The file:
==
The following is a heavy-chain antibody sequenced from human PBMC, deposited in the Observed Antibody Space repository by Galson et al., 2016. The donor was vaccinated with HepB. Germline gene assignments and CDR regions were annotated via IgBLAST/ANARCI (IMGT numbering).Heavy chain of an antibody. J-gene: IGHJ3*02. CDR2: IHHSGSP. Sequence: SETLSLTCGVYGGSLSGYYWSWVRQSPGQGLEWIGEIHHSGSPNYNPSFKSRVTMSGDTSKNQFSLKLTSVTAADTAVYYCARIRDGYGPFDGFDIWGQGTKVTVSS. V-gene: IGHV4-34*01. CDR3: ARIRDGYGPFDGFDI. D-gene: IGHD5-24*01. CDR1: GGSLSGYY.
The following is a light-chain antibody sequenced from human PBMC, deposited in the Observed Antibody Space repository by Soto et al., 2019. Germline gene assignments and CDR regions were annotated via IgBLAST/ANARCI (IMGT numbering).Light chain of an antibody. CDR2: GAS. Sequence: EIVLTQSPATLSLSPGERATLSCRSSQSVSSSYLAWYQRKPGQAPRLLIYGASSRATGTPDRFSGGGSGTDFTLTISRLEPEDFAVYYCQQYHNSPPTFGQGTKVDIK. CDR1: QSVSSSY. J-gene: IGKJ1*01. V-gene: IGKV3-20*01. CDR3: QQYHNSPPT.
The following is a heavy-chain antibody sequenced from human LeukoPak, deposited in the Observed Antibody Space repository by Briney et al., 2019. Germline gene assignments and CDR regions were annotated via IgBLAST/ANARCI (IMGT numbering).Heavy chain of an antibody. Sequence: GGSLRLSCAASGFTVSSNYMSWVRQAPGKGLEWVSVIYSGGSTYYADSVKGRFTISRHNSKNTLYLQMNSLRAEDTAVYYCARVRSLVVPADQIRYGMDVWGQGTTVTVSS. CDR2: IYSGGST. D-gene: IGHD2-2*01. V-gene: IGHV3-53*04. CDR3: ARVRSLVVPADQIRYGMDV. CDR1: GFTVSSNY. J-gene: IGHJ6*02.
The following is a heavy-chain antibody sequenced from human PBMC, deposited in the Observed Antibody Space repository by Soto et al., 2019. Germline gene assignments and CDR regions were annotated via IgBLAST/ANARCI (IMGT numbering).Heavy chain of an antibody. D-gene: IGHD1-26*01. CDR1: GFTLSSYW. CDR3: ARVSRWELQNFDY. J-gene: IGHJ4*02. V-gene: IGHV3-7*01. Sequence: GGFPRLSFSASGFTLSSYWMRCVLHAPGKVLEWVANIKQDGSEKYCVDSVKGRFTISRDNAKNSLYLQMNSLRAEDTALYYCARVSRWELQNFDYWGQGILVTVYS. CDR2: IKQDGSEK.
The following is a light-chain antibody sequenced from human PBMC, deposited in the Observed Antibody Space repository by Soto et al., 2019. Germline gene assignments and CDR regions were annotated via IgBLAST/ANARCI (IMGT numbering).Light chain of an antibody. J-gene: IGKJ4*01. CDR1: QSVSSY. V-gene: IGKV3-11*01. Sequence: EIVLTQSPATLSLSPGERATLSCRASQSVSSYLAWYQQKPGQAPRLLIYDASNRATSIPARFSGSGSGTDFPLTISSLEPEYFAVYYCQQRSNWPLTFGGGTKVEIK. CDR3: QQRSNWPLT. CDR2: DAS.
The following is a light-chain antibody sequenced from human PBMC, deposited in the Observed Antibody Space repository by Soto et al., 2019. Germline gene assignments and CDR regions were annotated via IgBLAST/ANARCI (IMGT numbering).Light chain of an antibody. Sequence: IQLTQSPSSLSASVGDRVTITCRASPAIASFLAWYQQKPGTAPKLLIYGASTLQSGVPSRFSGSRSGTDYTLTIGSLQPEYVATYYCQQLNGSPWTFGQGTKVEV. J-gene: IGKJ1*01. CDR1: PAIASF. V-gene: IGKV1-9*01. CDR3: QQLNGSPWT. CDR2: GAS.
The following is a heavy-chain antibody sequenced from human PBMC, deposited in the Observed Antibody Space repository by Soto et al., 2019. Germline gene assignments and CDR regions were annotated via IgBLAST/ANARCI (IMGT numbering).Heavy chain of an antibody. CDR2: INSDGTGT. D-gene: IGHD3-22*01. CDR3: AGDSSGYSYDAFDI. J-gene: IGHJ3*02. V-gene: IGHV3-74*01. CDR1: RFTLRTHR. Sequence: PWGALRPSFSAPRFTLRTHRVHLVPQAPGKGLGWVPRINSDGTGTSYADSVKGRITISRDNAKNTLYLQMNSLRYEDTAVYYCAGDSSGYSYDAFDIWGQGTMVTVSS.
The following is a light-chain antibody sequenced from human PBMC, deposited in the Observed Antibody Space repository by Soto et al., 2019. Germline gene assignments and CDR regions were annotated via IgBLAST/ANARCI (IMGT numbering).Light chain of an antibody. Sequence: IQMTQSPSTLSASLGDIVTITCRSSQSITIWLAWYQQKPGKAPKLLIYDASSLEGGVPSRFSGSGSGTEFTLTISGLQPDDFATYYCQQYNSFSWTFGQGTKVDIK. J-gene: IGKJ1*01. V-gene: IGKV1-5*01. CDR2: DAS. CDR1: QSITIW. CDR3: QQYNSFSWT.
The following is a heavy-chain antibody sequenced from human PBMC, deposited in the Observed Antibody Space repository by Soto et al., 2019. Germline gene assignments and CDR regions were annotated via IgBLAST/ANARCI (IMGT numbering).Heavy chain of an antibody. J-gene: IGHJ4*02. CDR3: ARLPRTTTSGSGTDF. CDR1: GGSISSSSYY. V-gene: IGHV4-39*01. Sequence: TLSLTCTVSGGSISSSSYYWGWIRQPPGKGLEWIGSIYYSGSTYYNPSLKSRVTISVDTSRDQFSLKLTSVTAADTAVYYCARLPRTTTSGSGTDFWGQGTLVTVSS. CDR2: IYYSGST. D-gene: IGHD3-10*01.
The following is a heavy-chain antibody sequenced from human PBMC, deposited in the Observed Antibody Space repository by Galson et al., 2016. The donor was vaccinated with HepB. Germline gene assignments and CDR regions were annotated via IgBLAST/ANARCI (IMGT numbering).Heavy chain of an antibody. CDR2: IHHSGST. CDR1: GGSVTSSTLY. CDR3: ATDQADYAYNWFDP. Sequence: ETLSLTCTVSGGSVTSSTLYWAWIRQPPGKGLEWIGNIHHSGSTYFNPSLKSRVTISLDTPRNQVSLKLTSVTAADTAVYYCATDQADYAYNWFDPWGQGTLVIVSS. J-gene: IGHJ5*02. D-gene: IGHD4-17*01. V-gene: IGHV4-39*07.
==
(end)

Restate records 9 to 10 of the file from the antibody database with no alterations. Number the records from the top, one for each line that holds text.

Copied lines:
The following is a heavy-chain antibody sequenced from human PBMC, deposited in the Observed Antibody Space repository by Soto et al., 2019. Germline gene assignments and CDR regions were annotated via IgBLAST/ANARCI (IMGT numbering).Heavy chain of an antibody. J-gene: IGHJ4*02. CDR3: ARLPRTTTSGSGTDF. CDR1: GGSISSSSYY. V-gene: IGHV4-39*01. Sequence: TLSLTCTVSGGSISSSSYYWGWIRQPPGKGLEWIGSIYYSGSTYYNPSLKSRVTISVDTSRDQFSLKLTSVTAADTAVYYCARLPRTTTSGSGTDFWGQGTLVTVSS. CDR2: IYYSGST. D-gene: IGHD3-10*01.
The following is a heavy-chain antibody sequenced from human PBMC, deposited in the Observed Antibody Space repository by Galson et al., 2016. The donor was vaccinated with HepB. Germline gene assignments and CDR regions were annotated via IgBLAST/ANARCI (IMGT numbering).Heavy chain of an antibody. CDR2: IHHSGST. CDR1: GGSVTSSTLY. CDR3: ATDQADYAYNWFDP. Sequence: ETLSLTCTVSGGSVTSSTLYWAWIRQPPGKGLEWIGNIHHSGSTYFNPSLKSRVTISLDTPRNQVSLKLTSVTAADTAVYYCATDQADYAYNWFDPWGQGTLVIVSS. J-gene: IGHJ5*02. D-gene: IGHD4-17*01. V-gene: IGHV4-39*07.